KIA Rio / Pride

21 Sep 2014 | Author: | Comments Off on KIA Rio / Pride
Kia New Rio

L ooking back to the history of Kia Rio (or Pride in its home market), we can see a rapidly improving breed. The first generation Rio was no more than a 1-star car in our rating table, or in other words, a punishment to those who could not afford a proper motor vehicle. The second generation took a giant leap.

Although it was still far from the level of class leaders, it was reasonably good in most areas, and its super-bargain price made it a viable choice for buyers with limited budget. Now comes the Mk3. Naturally, we have high expectation on it, especially having seen the world-class cars (Picanto and K5 / Optima) KIA introduced recently.

Will it be finally the car that we would desire to own? Can it challenge Ford Fiesta, Volkswagen Polo and Honda Jazz for the laurels?

Let us see its sheet metal first. Once again Ex-VW-Audi designer Peter Schreyer gave the Korean manufacturer something its home-grown designers desperately needed: a high-quality European favour. A prominent lower grille and slim tiger nose upper grille deliver a sporty appearance, with strong family resemblance to Picanto. A cab-forward proportion, high and rising waistline, crease lines on the doors and subtly flared wheel arches follow modern European design norms.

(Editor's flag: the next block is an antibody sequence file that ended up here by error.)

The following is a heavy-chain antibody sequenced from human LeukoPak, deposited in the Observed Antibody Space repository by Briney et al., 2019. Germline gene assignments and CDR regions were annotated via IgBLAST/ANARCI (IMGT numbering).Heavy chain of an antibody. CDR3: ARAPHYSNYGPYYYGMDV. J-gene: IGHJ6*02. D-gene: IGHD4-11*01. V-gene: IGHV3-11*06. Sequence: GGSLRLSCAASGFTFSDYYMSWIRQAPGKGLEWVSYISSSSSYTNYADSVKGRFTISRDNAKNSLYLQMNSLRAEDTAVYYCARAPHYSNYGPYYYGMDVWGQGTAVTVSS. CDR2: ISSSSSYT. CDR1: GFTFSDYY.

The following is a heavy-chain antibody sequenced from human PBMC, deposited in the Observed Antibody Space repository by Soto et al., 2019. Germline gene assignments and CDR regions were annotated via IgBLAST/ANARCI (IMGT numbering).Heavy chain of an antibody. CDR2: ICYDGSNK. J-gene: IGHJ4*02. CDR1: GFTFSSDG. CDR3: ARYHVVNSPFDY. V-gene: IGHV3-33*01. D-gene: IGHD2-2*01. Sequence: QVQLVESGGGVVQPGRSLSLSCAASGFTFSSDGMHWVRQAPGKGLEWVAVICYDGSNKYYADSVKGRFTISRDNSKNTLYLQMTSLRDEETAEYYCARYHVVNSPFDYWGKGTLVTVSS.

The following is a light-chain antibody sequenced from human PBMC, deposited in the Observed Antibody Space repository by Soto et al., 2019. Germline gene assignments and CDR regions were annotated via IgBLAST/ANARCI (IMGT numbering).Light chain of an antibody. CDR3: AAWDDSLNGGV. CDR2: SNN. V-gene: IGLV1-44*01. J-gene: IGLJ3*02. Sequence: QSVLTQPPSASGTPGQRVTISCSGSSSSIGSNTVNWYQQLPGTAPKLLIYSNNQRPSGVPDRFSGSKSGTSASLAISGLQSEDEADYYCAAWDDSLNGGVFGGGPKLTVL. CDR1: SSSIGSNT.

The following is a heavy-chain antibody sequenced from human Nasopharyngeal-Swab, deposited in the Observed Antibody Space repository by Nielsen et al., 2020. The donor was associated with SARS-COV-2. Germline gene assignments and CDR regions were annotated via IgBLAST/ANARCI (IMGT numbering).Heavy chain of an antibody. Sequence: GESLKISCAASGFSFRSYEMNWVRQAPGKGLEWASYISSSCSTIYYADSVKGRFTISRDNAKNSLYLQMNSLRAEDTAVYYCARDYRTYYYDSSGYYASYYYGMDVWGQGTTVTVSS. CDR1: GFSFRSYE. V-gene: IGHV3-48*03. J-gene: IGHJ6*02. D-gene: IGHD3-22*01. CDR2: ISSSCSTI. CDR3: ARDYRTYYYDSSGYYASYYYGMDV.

While Ford Fiesta is prettier and VW Polo looks more timeless, the Korean car is stylish enough to catch most customers. It has good showroom appeal.

Being sold globally, the Rio / Pride is available in 3 body styles #8211; 5-doors hatchback, 3-doors hatchback and 4-doors sedan. The first two are identical except the rear doors. They are certainly more stylish than the 4-door sedan, whose proportion is compromised, i.e. neither 3-box nor 2-box. The sedan looks different up front, with a larger tiger nose and a slimmer lower grille, probably in the attempt to resemble the K5.

While its trunk offers more space in standard form, it loses the convenience and versatility of the hatchbacks. Traditionally, sedan is the preferred choice for the conservative motorists of China and North America. However, as the shape of the Rio 4-door is not all that conservative, I suspect this time around more sales will go to the 5-door.

The Korean manufacturer made use of its production cost advantage to boost two things on the new Rio: size and spec. Compare with the old car, it gets 55 mm longer and 45 mm wider. Although at 1455 mm it is slightly less tall than the old car, its wheelbase is stretched by 70 mm.

The latter boosts rear seat knee room by the same amount. Compare with Fiesta and Polo, its wheelbase is 81 mm and 100 mm longer respectively. With so much extra metal, it doesn’t take an especially efficient packaging to realize a cabin space close to the level of Honda Jazz.

A pity the 288-liter boot of the hatchback is a tad small.